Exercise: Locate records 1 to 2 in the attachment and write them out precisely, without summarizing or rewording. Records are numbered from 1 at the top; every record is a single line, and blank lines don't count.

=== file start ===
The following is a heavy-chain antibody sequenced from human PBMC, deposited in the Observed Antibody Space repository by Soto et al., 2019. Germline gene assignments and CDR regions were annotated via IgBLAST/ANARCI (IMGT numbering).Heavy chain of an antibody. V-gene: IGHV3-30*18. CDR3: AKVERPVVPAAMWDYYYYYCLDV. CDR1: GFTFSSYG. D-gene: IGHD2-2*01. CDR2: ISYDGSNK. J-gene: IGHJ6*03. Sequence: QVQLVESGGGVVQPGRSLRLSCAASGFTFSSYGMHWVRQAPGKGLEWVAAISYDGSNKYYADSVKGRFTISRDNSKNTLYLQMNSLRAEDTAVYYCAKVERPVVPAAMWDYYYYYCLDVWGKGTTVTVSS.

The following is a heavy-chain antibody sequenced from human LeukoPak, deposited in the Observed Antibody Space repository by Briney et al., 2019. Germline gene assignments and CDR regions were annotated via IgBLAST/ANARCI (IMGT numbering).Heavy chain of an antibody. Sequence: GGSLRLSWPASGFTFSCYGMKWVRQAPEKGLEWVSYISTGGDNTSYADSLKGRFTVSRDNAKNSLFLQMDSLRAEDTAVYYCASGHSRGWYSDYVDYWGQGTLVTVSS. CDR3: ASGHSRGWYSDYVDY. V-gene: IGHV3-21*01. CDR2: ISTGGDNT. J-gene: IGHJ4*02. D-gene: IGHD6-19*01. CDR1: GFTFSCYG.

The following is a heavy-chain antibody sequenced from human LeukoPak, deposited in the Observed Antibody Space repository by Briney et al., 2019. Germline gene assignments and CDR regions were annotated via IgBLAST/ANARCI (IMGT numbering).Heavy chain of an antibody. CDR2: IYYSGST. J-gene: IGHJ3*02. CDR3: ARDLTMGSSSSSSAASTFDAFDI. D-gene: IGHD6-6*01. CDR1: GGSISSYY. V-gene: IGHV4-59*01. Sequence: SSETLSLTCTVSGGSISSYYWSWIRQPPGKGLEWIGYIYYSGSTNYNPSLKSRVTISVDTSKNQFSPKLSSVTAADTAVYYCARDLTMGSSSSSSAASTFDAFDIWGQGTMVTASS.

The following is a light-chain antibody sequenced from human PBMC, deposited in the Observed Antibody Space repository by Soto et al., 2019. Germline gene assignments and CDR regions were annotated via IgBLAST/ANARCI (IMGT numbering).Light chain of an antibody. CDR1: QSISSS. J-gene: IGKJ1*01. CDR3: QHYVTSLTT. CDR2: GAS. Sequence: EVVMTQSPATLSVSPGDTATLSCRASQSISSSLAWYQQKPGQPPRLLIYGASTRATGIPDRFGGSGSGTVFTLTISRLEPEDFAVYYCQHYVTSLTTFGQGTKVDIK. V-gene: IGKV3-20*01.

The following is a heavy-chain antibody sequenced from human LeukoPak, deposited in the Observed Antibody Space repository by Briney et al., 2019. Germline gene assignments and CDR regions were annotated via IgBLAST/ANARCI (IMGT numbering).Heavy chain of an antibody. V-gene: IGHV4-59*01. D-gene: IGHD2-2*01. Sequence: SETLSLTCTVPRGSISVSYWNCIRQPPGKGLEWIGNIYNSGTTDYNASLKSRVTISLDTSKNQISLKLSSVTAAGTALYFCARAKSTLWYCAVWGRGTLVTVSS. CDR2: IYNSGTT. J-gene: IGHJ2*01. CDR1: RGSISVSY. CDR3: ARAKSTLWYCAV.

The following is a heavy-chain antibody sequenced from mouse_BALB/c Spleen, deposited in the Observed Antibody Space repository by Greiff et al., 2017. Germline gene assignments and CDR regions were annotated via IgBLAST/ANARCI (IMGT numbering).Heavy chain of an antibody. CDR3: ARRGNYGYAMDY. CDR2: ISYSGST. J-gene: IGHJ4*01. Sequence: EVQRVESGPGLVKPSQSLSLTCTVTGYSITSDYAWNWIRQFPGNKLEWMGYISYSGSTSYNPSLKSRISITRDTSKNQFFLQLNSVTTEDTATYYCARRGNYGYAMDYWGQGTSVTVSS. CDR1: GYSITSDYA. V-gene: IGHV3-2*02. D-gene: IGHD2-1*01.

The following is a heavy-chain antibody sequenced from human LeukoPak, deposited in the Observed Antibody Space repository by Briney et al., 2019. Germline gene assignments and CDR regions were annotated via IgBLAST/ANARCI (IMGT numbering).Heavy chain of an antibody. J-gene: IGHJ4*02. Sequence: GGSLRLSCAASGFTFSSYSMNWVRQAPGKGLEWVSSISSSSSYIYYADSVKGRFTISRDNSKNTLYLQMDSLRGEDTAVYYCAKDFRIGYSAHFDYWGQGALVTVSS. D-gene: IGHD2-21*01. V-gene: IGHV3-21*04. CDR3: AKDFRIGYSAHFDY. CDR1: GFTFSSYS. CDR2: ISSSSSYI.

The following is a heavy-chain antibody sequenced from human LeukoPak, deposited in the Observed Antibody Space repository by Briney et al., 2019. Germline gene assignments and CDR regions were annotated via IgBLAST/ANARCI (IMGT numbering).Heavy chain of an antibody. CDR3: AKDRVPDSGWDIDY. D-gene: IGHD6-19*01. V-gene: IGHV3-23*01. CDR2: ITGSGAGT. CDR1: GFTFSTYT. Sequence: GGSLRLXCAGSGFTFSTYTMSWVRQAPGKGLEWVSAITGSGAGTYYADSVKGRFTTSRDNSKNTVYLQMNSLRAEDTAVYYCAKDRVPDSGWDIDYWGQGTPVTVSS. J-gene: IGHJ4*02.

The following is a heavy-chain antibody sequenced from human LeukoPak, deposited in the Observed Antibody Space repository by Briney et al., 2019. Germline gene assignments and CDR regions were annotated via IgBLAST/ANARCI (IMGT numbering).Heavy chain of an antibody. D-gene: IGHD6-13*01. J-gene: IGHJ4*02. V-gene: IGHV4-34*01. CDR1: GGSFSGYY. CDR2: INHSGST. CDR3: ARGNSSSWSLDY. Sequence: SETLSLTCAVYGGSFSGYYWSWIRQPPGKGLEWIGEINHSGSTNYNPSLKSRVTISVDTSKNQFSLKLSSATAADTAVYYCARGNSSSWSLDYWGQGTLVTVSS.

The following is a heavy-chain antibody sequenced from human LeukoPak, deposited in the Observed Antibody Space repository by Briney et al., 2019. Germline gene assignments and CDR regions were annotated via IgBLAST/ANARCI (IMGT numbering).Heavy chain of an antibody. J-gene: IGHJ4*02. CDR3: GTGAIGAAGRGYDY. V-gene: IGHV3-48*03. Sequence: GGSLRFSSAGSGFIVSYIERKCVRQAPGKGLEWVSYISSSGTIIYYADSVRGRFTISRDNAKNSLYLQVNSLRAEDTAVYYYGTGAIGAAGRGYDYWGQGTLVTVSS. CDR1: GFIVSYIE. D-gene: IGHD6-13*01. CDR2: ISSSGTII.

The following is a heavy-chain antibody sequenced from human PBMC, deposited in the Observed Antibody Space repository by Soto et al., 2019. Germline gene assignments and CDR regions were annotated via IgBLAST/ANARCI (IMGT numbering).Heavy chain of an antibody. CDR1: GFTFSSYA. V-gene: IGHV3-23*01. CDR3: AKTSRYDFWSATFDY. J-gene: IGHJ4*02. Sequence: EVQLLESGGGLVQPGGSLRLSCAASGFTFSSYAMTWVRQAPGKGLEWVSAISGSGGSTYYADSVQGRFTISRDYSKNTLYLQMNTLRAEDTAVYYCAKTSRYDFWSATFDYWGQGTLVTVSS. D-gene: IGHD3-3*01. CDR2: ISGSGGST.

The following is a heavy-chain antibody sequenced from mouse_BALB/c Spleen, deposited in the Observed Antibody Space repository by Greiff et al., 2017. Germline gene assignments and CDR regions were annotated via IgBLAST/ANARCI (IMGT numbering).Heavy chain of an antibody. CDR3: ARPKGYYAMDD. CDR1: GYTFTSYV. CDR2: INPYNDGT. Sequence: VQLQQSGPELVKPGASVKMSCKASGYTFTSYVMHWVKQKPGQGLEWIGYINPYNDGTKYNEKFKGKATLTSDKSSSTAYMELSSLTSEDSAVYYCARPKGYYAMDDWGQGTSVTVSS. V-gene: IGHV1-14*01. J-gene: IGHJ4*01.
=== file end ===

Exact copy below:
The following is a heavy-chain antibody sequenced from human PBMC, deposited in the Observed Antibody Space repository by Soto et al., 2019. Germline gene assignments and CDR regions were annotated via IgBLAST/ANARCI (IMGT numbering).Heavy chain of an antibody. V-gene: IGHV3-30*18. CDR3: AKVERPVVPAAMWDYYYYYCLDV. CDR1: GFTFSSYG. D-gene: IGHD2-2*01. CDR2: ISYDGSNK. J-gene: IGHJ6*03. Sequence: QVQLVESGGGVVQPGRSLRLSCAASGFTFSSYGMHWVRQAPGKGLEWVAAISYDGSNKYYADSVKGRFTISRDNSKNTLYLQMNSLRAEDTAVYYCAKVERPVVPAAMWDYYYYYCLDVWGKGTTVTVSS.

The following is a heavy-chain antibody sequenced from human LeukoPak, deposited in the Observed Antibody Space repository by Briney et al., 2019. Germline gene assignments and CDR regions were annotated via IgBLAST/ANARCI (IMGT numbering).Heavy chain of an antibody. Sequence: GGSLRLSWPASGFTFSCYGMKWVRQAPEKGLEWVSYISTGGDNTSYADSLKGRFTVSRDNAKNSLFLQMDSLRAEDTAVYYCASGHSRGWYSDYVDYWGQGTLVTVSS. CDR3: ASGHSRGWYSDYVDY. V-gene: IGHV3-21*01. CDR2: ISTGGDNT. J-gene: IGHJ4*02. D-gene: IGHD6-19*01. CDR1: GFTFSCYG.